Letters: Planes; 'Classic' Clunkers; Folsom Prison
MELISSA BLOCK, host:
We begin today's letter segment with a correction. Some of you listening to yesterday's program may have heard conflicting information about the start date of the Transportation Security Administration's new requirements for airline passengers.
MADELEINE BRAND, host:
So, just to be clear, it's beginning this Saturday that some passengers will be asked for their birth dates and genders when they book a ticket. The program is being phased in, so not everyone will be asked for that information right away.
BLOCK: Okay. On to another kind of transportation. Under the government's Cash-for-Clunkers Program, you cannot trade in a vehicle that's more than 25 years old. And yesterday, Ken Bensinger of the L.A. Times told us that's a concession to classic car enthusiasts.
Mr. KEN BENSINGER (Reporter, L.A. Times): There's two things going on. One there are hobbyists who truly are passionate about older cars and sort of wake up with nightmares in the night thinking that somewhere, some beautiful old car is being crushed and could have been saved.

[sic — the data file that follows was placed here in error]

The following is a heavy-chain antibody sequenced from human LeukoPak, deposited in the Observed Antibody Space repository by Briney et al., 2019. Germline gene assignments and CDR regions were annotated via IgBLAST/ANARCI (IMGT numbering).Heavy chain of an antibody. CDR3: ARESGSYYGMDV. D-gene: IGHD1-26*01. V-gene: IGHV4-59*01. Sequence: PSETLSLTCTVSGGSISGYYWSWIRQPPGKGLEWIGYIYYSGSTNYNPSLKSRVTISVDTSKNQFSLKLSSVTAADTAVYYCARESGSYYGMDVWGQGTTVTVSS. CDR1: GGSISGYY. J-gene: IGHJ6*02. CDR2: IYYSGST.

Then there's the people who have a business take in it and they believe that where there's fewer old cars out there, there's fewer cars to sell parts for and to do service on.
BLOCK: Listener James Moore(ph) of Newburgh, Indiana, writes this: I'm an antique car collector and have a dozen or so classic cars, all older than 1984. Many collectable cars are stored away and are not driven more than a few miles each year. They do not get great gas mileage and are not as kind to our environment as later models, but they are a part of our history and a part of people's lives and, yes, a part of people's passions.
Finally, praise for Laura Sullivan's story about how California's Folsom Prison went from a model prison to a terrible example and how it represents the state's prison troubles overall.
Donna Tolmay(ph) of Atlanta, Georgia, wrote: My much loved brother is in prison. And unfortunately, nobody cares about prisons until someone they love ends up behind bars. The statistics are shocking and the situation serves as a revolving door for minor drug related crimes. Thank you for bringing attention to this ignored part of America.
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Correction Jan. 11, 2019
In a previous version of the Web intro to this story, we incorrectly called the TSA the Transportation Safety Administration. It is the Transportation Security Administration.